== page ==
One danger inherent in any musical dealing with theatrical production is that of unflatteringly describing itself in a lyric.
That moment came for A Man of No Importance, the new Lynn Ahrens/Stephen Flaherty musical (with a book by Terrence McNally) at the Mitzi E. Newhouse theatre, during the second act song, "Art," a montage in which Alfie Byrne (Roger Rees), leader of the small St. Imelda theatre group, in observing the troublesome state of his current production, sings, "It's a collaboration, there will be failures and frustration." Both qualities are sadly evident throughout this well-intentioned musical retelling of the 1994 film of the same name.
The story, set in 1964 Dublin, centers around Alfie, a middle-aged bus worker only able to express his innermost thoughts and desires through the words of others. His sister Lily (Faith Prince) wants to see him wed so that she can marry safe in the knowledge that he will be taken care of. Unbeknownst to her, he's a homosexual, so deeply closeted it takes him a long time to admit to himself the powerful attraction he feels for his co-worker, Robbie (Stephen Pasquale).
This subject matter would be difficult to musicalize under the best of circumstances, requiring highly sensitive internal writing that would still be theatrical enough to grip and engage an audience for two and a half hours. Though Ahrens and Flaherty are unquestionably talented, they were perhaps not the composers for this story; they excel less at writing songs than miniature musical stories. These often prove standalone material, but are generally weaker in communicating a musical's necessary overarching narrative.
Therefore, their songs need real direction to find shape with each other and the show. A director who understand this can help them make magic (Once On This Island), a half-formed concept can result in a half-formed show (Ragtime), and too many concepts can prove unduly messy (Seussical). Joe Mantello proves to not be the ideal director for A Man of No Importance. The show's first moments suggest a concept (Alfie's memory as a theatre piece) never fully explored, but Mantello's inexperience with musicals is an even more significant liability; his direction of McNally's well-honed and expressive book scenes make those feel like the intrinsic part of a polished work that the score never does.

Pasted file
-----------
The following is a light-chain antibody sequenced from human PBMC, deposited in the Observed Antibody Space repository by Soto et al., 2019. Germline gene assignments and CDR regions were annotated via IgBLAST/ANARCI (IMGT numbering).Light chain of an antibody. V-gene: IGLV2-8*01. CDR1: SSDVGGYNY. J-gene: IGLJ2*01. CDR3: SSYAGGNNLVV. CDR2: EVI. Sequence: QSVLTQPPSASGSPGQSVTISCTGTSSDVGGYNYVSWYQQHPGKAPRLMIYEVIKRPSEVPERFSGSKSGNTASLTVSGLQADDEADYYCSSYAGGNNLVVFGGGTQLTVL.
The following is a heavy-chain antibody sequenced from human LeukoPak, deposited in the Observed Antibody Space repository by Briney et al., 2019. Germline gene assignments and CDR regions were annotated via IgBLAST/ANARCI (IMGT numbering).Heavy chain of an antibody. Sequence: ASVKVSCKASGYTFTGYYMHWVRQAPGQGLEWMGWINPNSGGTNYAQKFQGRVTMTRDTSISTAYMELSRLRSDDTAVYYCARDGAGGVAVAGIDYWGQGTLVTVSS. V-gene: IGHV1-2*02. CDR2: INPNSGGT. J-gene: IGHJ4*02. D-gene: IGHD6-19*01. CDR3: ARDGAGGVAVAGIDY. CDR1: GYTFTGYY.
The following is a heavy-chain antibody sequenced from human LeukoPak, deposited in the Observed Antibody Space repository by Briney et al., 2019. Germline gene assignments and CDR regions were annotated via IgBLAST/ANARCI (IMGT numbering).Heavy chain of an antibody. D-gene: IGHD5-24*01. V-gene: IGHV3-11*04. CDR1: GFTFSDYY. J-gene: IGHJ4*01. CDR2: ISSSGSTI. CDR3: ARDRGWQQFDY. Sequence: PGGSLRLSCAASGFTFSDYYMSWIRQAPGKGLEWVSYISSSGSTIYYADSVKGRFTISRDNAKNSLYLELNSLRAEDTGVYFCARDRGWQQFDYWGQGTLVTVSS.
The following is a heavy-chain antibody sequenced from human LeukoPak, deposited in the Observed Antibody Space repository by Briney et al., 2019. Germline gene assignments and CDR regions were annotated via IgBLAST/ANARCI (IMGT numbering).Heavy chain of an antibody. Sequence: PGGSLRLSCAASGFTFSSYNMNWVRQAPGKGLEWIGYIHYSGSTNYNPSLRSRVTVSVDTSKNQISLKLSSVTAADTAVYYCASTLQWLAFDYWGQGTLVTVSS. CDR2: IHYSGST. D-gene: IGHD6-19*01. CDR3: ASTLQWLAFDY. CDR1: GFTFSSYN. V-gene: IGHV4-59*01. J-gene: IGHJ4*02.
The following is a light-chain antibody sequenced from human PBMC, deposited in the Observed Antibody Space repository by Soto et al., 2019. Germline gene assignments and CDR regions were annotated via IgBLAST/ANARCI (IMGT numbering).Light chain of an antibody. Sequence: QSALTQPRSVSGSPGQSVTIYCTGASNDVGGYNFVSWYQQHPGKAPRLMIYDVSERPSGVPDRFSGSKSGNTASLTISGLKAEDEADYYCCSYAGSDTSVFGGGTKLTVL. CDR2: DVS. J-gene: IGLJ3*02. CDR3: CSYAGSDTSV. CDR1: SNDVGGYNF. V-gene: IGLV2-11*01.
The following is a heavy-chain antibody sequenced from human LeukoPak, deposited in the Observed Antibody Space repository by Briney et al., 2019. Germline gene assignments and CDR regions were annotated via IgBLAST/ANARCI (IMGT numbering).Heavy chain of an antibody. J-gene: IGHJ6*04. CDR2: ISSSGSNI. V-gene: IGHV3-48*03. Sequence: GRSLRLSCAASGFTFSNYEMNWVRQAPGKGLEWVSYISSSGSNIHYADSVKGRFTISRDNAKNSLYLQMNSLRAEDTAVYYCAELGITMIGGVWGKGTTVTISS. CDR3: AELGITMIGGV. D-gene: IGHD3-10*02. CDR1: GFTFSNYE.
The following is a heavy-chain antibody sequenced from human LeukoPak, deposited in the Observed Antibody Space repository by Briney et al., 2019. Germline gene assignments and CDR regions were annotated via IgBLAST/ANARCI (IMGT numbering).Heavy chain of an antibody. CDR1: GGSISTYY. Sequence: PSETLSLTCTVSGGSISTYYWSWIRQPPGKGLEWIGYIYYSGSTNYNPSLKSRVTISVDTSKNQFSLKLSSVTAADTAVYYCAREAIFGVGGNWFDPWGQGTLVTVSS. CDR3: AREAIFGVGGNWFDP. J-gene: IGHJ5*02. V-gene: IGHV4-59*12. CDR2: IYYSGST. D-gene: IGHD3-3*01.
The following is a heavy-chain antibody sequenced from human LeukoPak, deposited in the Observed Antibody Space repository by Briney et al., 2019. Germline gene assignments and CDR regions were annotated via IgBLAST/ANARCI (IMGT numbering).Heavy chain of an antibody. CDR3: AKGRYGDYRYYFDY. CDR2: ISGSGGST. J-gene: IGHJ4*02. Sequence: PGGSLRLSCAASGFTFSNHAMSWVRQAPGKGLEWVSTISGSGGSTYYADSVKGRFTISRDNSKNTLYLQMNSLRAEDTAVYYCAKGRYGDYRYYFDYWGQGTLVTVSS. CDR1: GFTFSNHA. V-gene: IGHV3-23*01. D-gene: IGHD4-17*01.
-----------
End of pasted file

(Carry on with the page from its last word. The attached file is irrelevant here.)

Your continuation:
Ahrens and Flaherty needed to be pushed to achieve more. The songs are all pleasant and have the lilting Irish sound one would expect from a copiously researched Flaherty score, but they're just frequently not right for the material. "Going Up," about the excitement of starting a new play is straight out of a show-biz biography, with Jonathan Butterell's incessantly cheesy choreography and hackneyed amateur theatre clichés. "Books," shared by Lily with her boyfriend (Charles Keating) is small talk set to music, making a non-issue into an earth-shattering event. "Our Father," the second act opener, seems to have been written entirely to give the thrilling Jessica Molaskey something real to sing, while the only number with real heart is given to Ronn Carroll's very minor character instead of those at the real heart of the show. (Despite the title, "The Cuddles That Mary Gave" is a warm, fairly pleasing song.)
The performers are all talented and highly professional, but with the exception of the dynamic Pasquale, who fits his role like a glove, and the muted charm of Sally Murphy as the young woman Alfie casts an unlikely Salome, everyone else seems a bit lost in trying to make more of the show than is on the page. Rees works overtime trying to find Alfie's emotional core, but never really gets there; when it's almost impossible to care about Alfie, it's even harder to care about the show.
Loy Arcenas's unit set (complete with turntable) is nice, Jane Greenwood's costumes are straightforward in their period simplicity, and Donald Holder's lights are fine if a bit busy at times. They could never make or break a show like this, which seems to understand itself all too well at times, as is evidenced by lines like, "Those who attempt tragedy must be prepared for an unhappy ending." A Man of No Importance is far from a tragedy, but there are no happy endings here either.
Lincoln Center Theatre